Posted 2 years ago
Unlike most US stamps which are unique in design, the 1851 imperforate issue of the One Cent stamp is a distinct challenge in identification What makes it so is that there are four recognized design types , two of which with subsets not to mention the various permutations in individual stamps.; each type and subset is labeled by the completeness of the full design as as shown by the degree of presence of the scrolls, balls or frames at both top and bottom of the design. A complete description with comprehensive illustration is available on the web at http://www.theswedishtiger.com 8-scotts.html. Take a look before looking further at my exhibit.
Fascinated by this issue, I have selected three stamps from my collection to give an idea of the variety. If you disagree with my identifications, have at me. I can always use help.
The stamp on the left is either a type Ic or a Type IIIa depending upon how complete one sees the curls in the bottom plumes. I see it as a Ic but my "expertiser" saw it as a IIIa. It is from plate four and most likely position 43R.
The center stamp has not been "expertised" but I believe it to be a Type II as the full design of top scrolls are visible and untrimmed while the bottom scrolls and balls are cut away. This type, Scott #7, is the most common of the 1851 one cent types. I also believe this copy to be from plate 3 due to the rich, deep coloring and to the specific configuration present at top and bottom.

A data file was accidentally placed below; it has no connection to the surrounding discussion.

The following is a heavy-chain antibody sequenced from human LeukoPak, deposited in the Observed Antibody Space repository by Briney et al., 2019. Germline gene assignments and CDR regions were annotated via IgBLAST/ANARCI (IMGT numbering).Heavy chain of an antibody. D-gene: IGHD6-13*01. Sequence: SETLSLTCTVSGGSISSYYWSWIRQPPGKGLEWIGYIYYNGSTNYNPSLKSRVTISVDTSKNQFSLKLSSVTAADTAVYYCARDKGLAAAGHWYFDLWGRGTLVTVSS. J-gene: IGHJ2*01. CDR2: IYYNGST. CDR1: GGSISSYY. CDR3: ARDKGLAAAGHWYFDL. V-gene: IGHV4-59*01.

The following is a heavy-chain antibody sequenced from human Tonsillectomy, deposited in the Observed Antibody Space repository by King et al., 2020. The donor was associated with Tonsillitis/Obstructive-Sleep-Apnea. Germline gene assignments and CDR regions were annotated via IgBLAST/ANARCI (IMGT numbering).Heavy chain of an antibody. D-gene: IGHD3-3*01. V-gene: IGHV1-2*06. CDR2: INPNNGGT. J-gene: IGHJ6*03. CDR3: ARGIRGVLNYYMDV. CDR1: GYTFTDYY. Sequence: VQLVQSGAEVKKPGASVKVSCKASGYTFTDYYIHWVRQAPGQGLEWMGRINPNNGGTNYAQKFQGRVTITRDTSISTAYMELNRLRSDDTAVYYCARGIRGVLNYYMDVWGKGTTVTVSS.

The stamp on the right, also not "expertised" shows how closely the impressions for each stamp were initially entered . One can see the top of the lower row stamp almost touching the main impression. Because of the closeness of these impressions and the worn appearance of the impression, I believe this to be from Plate I. I am not able to identify a plate position but because of the almost complete top ornaments and the incomplete lower left side and broken bottom frame line, I think it to be a Type IIIA created by plate wear on what was originally a Type II impression.. There are 8 such recognized Type II/IIIA positions on Plate I . Unluckily, the cancellation is covering what I think to be a broken bottom frame line confirming the Type IIIa. The missing top line on the stamp just below shows it to be either a Type III or a IIIa so there's a good place to start researching a position.
My guesses about the above three stamps have evolved...and I think will evolve even further. Sounds complicated...but so much quality published study is available that identification is more like detective work than stamp collecting. Right or wrong, the guessing game is great fun. The advent of E Bay has been a great help since expertised stamps of the various types are often for sa;e and one can make comparisons previously unobtainable.
And, of course, there is always the possibility of finding the next great rarity stuck misidentified in a dealer's stock book. Now that would be fun.